Montana Debates Letting Doctors Refuse Care to LGBTQ Citizens

Health and Gender Policy Brief #157 | By: Caroline Howard | February 23, 2023

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Rep. Amy Regier, R-Kalispell, listens to debate on the floor of the Montana House of Representatives in Helena. Regier is sponsoring HB140 that would require doctors and nurses to offer patients seeking abortions to view a fetal ultrasound and listen to a fetal heartbeat. Patients aren’t required to take the ultrasound but they would have to sign a document saying it had been offered.

Photo taken from: Rachel Leathe / Bozeman Daily Chronicle

Policy Summary

The Montana House of Representatives recently debated and then passed a bill which is being referred to as a medical right of conscience law. This act, as the Montana Free Press put it, would allow “medical institutions, providers and other health care employees to deny services based on their ‘ethical, moral, or religious beliefs or principles’”. 

Among the concerns that have been raised if such a bill was passed and then implemented, was the possibility that a doctor, first responder, or any other medical professional or even insurance company could deny care for people that are a part of the LGBTQ community because it violates the religious conscience of someone working in that field. A transgender man named Ezekial Cork said in a testimony against the bill that, “If I’m in an accident or medical emergency, with a law like this in place, a medical care provider could raise the right of conscience card, disregard their Hippocratic oath, and refuse to treat me”.

The bill currently reads, “A health care institution or health care payer may not be required to participate in or pay for a health care service that violates the health care institution’s or health care payer’s conscience, including by permitting the use of its facilities”. Many advocates against this legislation say that the wording is vague enough that this will mean, if implemented, that LGBTQ citizens can also be denied care, even if they are currently dying in front of a medical professional, and need immediate care.

Policy Analysis

A bill like this brings up so many issues, including why someone becomes a doctor in the first place if they aren’t going to actually live by the hippocratic oath and serve anyone who needs help. 

Saying that any medical professional can just deny care because it goes against their conscience should be evidence enough that the person is unqualified to be in that profession. If this bill is passed and implemented, which is a long shot considering the varied potential legal challenges that await it if it is signed into law, LGBTQ Montanans will have less access to the life-saving medical care  they need, including mental health services.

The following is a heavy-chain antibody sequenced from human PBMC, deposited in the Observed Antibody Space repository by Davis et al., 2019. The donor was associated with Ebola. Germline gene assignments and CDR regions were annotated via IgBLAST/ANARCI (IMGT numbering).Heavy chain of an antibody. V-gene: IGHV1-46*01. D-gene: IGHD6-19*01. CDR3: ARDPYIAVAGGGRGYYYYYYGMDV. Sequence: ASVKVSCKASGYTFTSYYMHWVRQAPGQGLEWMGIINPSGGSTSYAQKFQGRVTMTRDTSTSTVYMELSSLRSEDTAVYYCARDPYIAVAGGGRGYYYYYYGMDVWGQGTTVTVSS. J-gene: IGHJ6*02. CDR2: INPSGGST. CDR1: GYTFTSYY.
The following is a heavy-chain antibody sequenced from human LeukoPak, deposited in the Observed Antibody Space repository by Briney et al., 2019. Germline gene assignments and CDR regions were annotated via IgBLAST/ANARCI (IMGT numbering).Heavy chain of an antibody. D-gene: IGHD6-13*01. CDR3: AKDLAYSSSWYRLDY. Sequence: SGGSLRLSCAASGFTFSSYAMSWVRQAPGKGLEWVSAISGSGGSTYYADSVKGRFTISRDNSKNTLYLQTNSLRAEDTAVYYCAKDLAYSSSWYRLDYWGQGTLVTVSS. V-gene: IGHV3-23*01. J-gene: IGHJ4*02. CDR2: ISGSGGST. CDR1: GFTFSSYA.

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The Williams Institute reports that agencies in three other states — Michigan, Montana and Pennsylvania — have interpreted the state’s nondiscrimination laws to prohibit sexual orientation and/or gender identity discrimination in employment.

Photo taken from: Mercer (.com)

The reason there may be legal challenges is because of the Bostock v. Clayton County Georgia supreme court case that was decided in 2020. This case decided that sexual orientation and gender identity were inherently covered under Title VII of the Civil Rights Act of 1964. 

In the majority opinion, authored by Neil Gorsuch, it states clearly that, “Because discrimination on the basis of homosexuality or transgender status requires an employer to intentionally treat individual employees differently because of their sex, an employer who intentionally penalizes an employee for being homosexual or transgender also violates Title VII”.

What justice Gorsuch is saying is that discrimination of a person based on their gender identity or sexual orientation is inherently based on their biological sex. It makes sense, because someone who is seen as male wouldn’t be discriminated against if they were attracted to someone of the opposite sex. It inherently has to do with the biological sex of the person involved. 

Of course, legal interpretations are bound to change over time, as the Dobbs case did with Roe v. Wade; and maybe this bill intends to attempt to upend that precedent. With the new makeup of the court, it is very likely that a decision overturning Bostock v. Clayton County could take place, but in the meantime, a bill like this will very likely not take effect for a while as it is fought in the courts.

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